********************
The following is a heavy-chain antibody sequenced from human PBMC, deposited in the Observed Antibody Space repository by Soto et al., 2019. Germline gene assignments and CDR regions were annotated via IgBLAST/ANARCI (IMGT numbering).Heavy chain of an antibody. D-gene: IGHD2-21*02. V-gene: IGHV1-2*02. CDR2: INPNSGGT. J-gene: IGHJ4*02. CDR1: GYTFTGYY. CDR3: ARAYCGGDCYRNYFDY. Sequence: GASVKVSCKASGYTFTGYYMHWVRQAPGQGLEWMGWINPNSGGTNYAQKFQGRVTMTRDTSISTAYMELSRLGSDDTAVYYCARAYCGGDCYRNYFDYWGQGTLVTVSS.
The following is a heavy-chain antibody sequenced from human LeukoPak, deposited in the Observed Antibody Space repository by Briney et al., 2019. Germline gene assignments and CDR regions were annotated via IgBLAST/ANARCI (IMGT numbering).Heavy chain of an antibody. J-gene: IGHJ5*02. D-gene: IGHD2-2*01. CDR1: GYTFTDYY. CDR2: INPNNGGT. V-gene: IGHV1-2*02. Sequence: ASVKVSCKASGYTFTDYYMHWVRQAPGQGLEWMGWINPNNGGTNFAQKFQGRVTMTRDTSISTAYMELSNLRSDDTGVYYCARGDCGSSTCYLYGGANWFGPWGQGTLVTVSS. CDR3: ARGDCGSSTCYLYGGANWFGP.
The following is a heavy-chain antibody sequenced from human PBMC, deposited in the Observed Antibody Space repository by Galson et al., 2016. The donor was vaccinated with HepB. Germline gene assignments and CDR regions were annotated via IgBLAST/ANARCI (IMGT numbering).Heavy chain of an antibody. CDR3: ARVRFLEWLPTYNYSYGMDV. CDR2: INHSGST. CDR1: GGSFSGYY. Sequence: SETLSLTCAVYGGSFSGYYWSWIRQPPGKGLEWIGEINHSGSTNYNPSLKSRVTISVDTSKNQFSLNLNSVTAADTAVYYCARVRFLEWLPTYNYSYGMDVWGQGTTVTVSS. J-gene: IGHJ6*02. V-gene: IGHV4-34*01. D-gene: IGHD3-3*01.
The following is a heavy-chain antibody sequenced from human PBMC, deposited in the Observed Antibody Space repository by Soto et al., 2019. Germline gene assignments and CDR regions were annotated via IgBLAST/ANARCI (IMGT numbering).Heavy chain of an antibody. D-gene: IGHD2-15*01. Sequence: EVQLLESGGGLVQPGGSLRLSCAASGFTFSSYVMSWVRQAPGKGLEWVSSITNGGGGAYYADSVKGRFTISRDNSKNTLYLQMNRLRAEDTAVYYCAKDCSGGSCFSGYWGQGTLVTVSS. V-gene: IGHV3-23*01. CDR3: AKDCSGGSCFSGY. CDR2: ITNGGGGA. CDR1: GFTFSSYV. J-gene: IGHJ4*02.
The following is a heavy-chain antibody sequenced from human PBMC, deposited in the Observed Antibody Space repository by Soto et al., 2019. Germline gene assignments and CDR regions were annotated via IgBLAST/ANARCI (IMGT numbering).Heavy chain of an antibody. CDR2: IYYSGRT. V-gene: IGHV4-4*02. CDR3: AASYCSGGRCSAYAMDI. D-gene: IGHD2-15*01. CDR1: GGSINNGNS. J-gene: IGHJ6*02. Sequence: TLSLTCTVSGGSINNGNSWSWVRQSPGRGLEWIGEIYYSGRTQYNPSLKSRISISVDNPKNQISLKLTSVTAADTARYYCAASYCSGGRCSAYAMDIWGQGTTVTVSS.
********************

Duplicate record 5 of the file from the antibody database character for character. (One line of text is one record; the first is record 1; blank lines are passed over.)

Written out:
The following is a heavy-chain antibody sequenced from human PBMC, deposited in the Observed Antibody Space repository by Soto et al., 2019. Germline gene assignments and CDR regions were annotated via IgBLAST/ANARCI (IMGT numbering).Heavy chain of an antibody. CDR2: IYYSGRT. V-gene: IGHV4-4*02. CDR3: AASYCSGGRCSAYAMDI. D-gene: IGHD2-15*01. CDR1: GGSINNGNS. J-gene: IGHJ6*02. Sequence: TLSLTCTVSGGSINNGNSWSWVRQSPGRGLEWIGEIYYSGRTQYNPSLKSRISISVDNPKNQISLKLTSVTAADTARYYCAASYCSGGRCSAYAMDIWGQGTTVTVSS.